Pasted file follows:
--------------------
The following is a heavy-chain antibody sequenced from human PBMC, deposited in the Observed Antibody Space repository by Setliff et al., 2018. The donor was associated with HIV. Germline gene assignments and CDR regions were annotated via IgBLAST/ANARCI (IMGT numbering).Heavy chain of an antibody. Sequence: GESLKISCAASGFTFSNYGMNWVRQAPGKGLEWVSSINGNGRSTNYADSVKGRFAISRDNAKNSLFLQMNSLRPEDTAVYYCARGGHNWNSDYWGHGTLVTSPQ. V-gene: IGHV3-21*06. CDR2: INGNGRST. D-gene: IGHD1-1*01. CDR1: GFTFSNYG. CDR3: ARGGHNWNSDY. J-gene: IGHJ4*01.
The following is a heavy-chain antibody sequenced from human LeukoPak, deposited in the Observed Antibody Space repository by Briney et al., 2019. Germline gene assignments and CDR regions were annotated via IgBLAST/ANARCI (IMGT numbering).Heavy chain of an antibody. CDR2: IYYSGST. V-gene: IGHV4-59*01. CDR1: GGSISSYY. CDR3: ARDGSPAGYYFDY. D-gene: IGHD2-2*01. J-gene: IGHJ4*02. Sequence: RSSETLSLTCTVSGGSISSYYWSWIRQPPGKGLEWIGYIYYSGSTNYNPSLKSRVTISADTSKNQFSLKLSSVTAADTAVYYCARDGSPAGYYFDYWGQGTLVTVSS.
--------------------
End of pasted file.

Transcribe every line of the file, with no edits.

The following is a heavy-chain antibody sequenced from human PBMC, deposited in the Observed Antibody Space repository by Setliff et al., 2018. The donor was associated with HIV. Germline gene assignments and CDR regions were annotated via IgBLAST/ANARCI (IMGT numbering).Heavy chain of an antibody. Sequence: GESLKISCAASGFTFSNYGMNWVRQAPGKGLEWVSSINGNGRSTNYADSVKGRFAISRDNAKNSLFLQMNSLRPEDTAVYYCARGGHNWNSDYWGHGTLVTSPQ. V-gene: IGHV3-21*06. CDR2: INGNGRST. D-gene: IGHD1-1*01. CDR1: GFTFSNYG. CDR3: ARGGHNWNSDY. J-gene: IGHJ4*01.
The following is a heavy-chain antibody sequenced from human LeukoPak, deposited in the Observed Antibody Space repository by Briney et al., 2019. Germline gene assignments and CDR regions were annotated via IgBLAST/ANARCI (IMGT numbering).Heavy chain of an antibody. CDR2: IYYSGST. V-gene: IGHV4-59*01. CDR1: GGSISSYY. CDR3: ARDGSPAGYYFDY. D-gene: IGHD2-2*01. J-gene: IGHJ4*02. Sequence: RSSETLSLTCTVSGGSISSYYWSWIRQPPGKGLEWIGYIYYSGSTNYNPSLKSRVTISADTSKNQFSLKLSSVTAADTAVYYCARDGSPAGYYFDYWGQGTLVTVSS.